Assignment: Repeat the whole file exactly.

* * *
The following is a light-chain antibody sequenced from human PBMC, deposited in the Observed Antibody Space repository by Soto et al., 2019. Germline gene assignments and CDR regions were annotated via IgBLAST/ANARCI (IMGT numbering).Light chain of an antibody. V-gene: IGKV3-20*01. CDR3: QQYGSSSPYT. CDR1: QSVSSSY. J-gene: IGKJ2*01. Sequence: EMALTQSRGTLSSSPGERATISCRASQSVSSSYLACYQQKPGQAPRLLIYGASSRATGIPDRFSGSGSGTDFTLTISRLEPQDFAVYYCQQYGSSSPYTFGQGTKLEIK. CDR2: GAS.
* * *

The following is a light-chain antibody sequenced from human PBMC, deposited in the Observed Antibody Space repository by Soto et al., 2019. Germline gene assignments and CDR regions were annotated via IgBLAST/ANARCI (IMGT numbering).Light chain of an antibody. V-gene: IGKV3-20*01. CDR3: QQYGSSSPYT. CDR1: QSVSSSY. J-gene: IGKJ2*01. Sequence: EMALTQSRGTLSSSPGERATISCRASQSVSSSYLACYQQKPGQAPRLLIYGASSRATGIPDRFSGSGSGTDFTLTISRLEPQDFAVYYCQQYGSSSPYTFGQGTKLEIK. CDR2: GAS.